Data release for candidate event LVT151012

This page has been prepared by the LIGO Scientific Collaboration (LSC) and the Virgo Collaboration to inform the broader community about a candidate astrophysical event observed by the gravitational-wave detectors, and to make the data around that time available for others to analyze.

The candidate event occurred at GPS time 1128678900.44 == October 12, 2015 at 09:54:43.44 UTC. It was recovered with a network signal-to-noise ratio of 9.7 and a significance of 1.7 sigma. The candidate event was detected in data from the LIGO Hanford and LIGO Livingston observatories.

  • This page serves as a supplement to the paper "Binary Black Hole Mergers in the first Advanced LIGO Observing Run" which is available from LIGO DCC.
  • There is more open data about this event, in the files attached to the above paper in the LIGO DCC.
  • There are Science Summaries, covering the information below in ordinary language.
  • This dataset has the Digital Object Identifier (doi) http://dx.doi.org/10.7935/K5CC0XMZ
  • There are tutorials to work with the strain data.
  • There is a technical details page about the data linked below, and feel free to contact us.

  • Estimated Source Parameters

    QuantityValueUpper/Lower
    error estimate
    Unit
    Primary mass 23 +18 -6 M sun
    Secondary mass 13 +4 -5 M sun
    Chirp mass 15.1 +1.4 -1.1 M sun
    Total mass 37 +13 -4 M sun
    Final mass 35 +14 -4 M sun
    Final spin 0.66 +0.09 -0.10
    Radiated gravitational-wave energy 1.5+0.3 -0.4 M sun c2
    Peak luminosity 3.1 +0.8 -1.8 1056 erg/s
    Luminosity distance 1000 +500 -500 Mpc
    Source redshift z 0.20+0.09 -0.09


    The data from the observatories from which the science is derived:

    Gravitational-Wave Strain Data

    Strain Data at 4096 Hz

    Strain h(t) time series centered at GPS 1128678900,
    HanfordLivingston
    32 seconds
    (event is 16.44 seconds from start)
    hdf5
    gwf
    txt.gz
    hdf5
    gwf
    txt.gz
    4096 seconds
    (event is 2048.44 seconds from start)
    hdf5
    gwf
    txt.gz
    hdf5
    gwf
    txt.gz

    Strain Data at 16384 Hz

    Strain h(t) time series centered at GPS 1128678900,
    HanfordLivingston
    32 seconds
    (event is 16.44 seconds from start)
    hdf5
    gwf
    txt.gz
    hdf5
    gwf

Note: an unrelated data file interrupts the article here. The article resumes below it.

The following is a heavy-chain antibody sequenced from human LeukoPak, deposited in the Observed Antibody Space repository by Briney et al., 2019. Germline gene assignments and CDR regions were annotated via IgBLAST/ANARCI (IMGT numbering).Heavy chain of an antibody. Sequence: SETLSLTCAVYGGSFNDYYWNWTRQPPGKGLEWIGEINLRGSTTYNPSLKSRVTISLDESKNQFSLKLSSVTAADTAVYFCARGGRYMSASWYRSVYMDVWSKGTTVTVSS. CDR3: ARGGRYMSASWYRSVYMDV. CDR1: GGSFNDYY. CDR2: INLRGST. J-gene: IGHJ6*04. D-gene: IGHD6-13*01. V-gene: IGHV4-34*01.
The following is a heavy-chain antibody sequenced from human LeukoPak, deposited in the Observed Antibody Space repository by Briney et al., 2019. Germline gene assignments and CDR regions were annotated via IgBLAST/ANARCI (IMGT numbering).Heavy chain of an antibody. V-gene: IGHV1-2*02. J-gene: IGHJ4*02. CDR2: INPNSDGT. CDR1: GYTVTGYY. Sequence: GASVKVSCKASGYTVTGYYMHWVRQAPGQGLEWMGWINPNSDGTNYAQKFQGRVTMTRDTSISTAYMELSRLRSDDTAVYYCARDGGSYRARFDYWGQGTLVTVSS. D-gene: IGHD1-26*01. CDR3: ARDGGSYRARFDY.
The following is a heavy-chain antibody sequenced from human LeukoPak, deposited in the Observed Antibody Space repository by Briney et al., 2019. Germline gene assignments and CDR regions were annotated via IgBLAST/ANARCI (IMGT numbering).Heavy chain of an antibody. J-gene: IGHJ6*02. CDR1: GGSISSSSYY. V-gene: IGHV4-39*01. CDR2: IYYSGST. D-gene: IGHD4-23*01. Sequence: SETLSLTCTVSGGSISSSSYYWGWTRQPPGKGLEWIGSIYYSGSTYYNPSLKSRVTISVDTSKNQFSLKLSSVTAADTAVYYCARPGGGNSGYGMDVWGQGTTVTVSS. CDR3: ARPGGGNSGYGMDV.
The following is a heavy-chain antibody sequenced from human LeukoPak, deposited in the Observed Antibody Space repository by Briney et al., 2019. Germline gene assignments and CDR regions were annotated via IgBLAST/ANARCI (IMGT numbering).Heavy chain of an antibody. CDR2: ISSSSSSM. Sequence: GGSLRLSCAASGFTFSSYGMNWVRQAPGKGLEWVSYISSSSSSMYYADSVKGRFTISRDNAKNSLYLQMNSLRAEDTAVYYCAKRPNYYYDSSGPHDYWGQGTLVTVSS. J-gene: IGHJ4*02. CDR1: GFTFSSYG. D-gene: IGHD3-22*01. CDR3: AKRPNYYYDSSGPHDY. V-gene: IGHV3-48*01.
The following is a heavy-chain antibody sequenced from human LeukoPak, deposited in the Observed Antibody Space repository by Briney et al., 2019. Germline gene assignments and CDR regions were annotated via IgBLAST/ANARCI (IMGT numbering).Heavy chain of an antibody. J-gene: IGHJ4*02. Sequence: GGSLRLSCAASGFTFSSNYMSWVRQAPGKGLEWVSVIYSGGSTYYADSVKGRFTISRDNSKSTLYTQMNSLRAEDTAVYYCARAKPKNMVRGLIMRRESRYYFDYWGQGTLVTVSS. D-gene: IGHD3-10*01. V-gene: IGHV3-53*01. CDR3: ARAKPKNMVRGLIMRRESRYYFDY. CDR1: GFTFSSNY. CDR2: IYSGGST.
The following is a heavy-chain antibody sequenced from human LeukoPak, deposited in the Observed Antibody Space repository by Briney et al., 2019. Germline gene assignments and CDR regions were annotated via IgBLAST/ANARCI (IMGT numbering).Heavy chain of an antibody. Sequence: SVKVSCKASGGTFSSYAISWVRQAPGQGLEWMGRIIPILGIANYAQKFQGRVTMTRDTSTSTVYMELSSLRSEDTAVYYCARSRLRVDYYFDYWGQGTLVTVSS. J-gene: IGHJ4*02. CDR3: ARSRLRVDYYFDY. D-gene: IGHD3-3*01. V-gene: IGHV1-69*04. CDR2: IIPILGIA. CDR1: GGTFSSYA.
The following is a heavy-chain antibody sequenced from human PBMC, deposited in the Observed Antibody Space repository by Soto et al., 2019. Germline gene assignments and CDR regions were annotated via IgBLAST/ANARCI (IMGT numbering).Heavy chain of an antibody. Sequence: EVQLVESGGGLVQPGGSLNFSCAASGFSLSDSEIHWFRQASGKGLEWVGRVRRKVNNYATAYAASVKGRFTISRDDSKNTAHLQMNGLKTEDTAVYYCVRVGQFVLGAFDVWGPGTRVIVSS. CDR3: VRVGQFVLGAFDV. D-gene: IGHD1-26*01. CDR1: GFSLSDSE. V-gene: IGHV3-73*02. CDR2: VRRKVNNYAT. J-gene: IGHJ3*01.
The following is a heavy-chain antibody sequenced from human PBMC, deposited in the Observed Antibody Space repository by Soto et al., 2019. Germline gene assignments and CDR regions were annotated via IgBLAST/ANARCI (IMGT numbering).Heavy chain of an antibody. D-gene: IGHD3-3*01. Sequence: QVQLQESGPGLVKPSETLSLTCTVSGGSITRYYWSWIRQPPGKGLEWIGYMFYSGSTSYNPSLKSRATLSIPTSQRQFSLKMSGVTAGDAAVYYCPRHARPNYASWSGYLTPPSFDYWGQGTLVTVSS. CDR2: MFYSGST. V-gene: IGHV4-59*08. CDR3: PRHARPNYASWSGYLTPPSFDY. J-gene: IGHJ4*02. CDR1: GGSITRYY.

txt.gz
    4096 seconds
    (event is 2048.44 seconds from start)
    hdf5
    gwf
    txt.gz
    hdf5
    gwf
    txt.gz


    Sky localization

    The pipeline that produced this sky localization information was LALInference. There is an initial version that was sent to follow-up observers, and a final, improved version.

    The skymap can be visualized in astronomical context with the Skymap Viewer:

    The skymaps are represented as HEALPIX-FITS files in equatorial frame, available gzipped:

    A python library for reading such files is healpy. A very simple healpy code to work with LIGO-Virgo skymaps is here. A large number of simulated skymaps is available here and here.

    Audio Files

    These files are derived from the strain data above, through signal processing as defined in the tutorial notebook "Tutorial on Binary Black Hole Signals in LIGO Open Data", that can be found in the tutorials section of this website.


    About the Instruments and Collaborations

    The LIGO Observatory

    The Laser Interferometer Gravitational-Wave Observatory (LIGO) consists of two widely separated installations within the United States — one in Hanford, Washington and the other in Livingston, Louisiana — operated in unison as a single observatory. LIGO is operated by the LIGO Laboratory, a consortium of the California Institute of Technology (Caltech) and the Massachusetts Institute of Technology (MIT). Funded by the National Science Foundation, LIGO is an international resource for both physics and astrophysics.

    The GEO600 Detector

    The GEO600 project aims at the direct detection of gravitational waves by means of a laser interferometer of 600 m armlength located near Hannover, Germany. Besides collecting data for gravitational wave searches, the GEO600 detector has been used to develop and test advanced instrumentation for gravitational wave detection.

    The LIGO Scientific Collaboration

    The LIGO Scientific Collaboration (LSC) is a group of scientists seeking to make the first direct detection of gravitational waves, use them to explore the fundamental physics of gravity, and develop the emerging field of gravitational wave science as a tool of astronomical discovery. The LSC works toward this goal through research on, and development of techniques for, gravitational wave detection, and the development, commissioning and exploitation of gravitational wave detectors. The LSC carries out the science of the LIGO and GEO600 Observatories. Participation in the LSC is open to all interested scientists and engineers from educational and research institutions.


    There is a technical details page about the data linked above, and feel free to contact us.